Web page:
I started writing the essay as a way of exploring that time when I was painfully naive yet determined to succeed, and especially as a way of revisiting the moment when I lost my temper with my new boss and told him to go fuck himself. That was such an intoxicating moment because I had so much anger bottled inside, and releasing it didn’t have terrible consequences. Writing required me to explore that anger and think about the larger context, and of course that led to the backstory with my family and the diner as neutral ground.
For many, many years after I stopped working there, I dreamed about the diner with an intense mixture of anxiety, loss, excitement, and potential. I didn’t like working there and never looked forward to a shift, but the place did serve an important role in my family, as diners have so often done in their neighborhoods.
Which essay felt the most challenging to finish?
The hardest by far was “All the Power This Charm Doth Owe,” which chronicles the two-week visit my mother paid me in graduate school, which overlapped with my starting to date the man who would become my life partner. That essay is the longest of the book, and it’s the one where I really unpack the complexity of my relationship with my mother and explore the ways we continually failed each other, even after the reconciliation that the diner helped broker. The first draft was about thirty manuscript pages, which seemed too long, but every time I revised and cut as much as possible, it ended up growing longer. At a certain point, I had to give in and let the essay be what it was going to be and trust the old adage that if you describe your own experience well enough, it’ll help readers understand their experiences.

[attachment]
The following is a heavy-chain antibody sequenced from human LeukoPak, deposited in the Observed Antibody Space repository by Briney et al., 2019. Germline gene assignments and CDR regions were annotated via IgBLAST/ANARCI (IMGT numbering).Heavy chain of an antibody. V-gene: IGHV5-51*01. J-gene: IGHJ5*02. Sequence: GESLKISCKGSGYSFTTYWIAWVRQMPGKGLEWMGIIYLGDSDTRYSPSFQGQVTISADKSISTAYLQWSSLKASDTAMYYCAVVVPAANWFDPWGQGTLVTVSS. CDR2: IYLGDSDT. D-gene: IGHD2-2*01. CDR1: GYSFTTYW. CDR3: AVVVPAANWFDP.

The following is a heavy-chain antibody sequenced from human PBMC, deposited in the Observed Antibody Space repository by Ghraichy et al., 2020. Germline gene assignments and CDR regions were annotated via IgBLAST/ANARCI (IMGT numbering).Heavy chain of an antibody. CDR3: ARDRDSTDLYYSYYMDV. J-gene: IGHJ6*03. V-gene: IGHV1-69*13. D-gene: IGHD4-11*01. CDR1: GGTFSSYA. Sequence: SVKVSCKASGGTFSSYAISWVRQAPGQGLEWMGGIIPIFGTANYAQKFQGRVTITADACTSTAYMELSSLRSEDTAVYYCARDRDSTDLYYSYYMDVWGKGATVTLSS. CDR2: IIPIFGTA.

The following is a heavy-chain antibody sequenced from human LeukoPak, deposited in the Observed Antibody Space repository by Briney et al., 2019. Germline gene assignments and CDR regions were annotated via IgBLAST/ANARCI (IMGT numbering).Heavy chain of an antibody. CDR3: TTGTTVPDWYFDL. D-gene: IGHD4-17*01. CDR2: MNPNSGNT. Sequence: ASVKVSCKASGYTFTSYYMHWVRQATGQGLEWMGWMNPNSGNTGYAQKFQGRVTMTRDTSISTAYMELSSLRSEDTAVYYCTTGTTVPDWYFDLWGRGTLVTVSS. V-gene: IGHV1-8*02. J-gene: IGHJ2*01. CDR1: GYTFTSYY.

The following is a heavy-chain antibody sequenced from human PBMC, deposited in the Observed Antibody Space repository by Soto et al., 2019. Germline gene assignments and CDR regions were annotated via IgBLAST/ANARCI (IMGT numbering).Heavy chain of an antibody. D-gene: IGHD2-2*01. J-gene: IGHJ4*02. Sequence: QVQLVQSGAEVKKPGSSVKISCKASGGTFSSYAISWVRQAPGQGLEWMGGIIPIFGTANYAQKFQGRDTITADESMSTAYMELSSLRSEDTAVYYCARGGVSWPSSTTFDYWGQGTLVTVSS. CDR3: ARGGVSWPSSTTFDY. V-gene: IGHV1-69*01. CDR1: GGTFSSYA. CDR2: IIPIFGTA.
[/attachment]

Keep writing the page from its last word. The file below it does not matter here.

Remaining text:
Since the book is talking about approximations toward love, do you think your ideas about that emotional terrain have changed since you wrote the book?
Writing the book helped crystallize some of my ideas about unconsummated romance and also helped me recognize and appreciate relationships that fall into that category. Since the book came out, I’ve talked with a few readers who have struggled with platonic romances and felt that the book gave them permission to enjoy them without worrying about what they meant. And some of my ideas have intensified, especially the notion that the cultural narratives about how relationships should go (“happily ever after,” “one true love,” and so on) often sell us a false bill of goods. I believe very strongly that in love, as in so much else, we should allow for complexity.
Newcity Lit Editor Tara Betts is the author of “Break the Habit” and “Arc & Hue.” Her interviews and features have appeared in publications such as Hello Giggles, Mosaic Magazine, NYLON, The Source, Sixty Inches from Center, and Poetry magazine. She also hosts author chats at the Seminary Co-Op bookstores in Chicago’s Hyde Park neighborhood.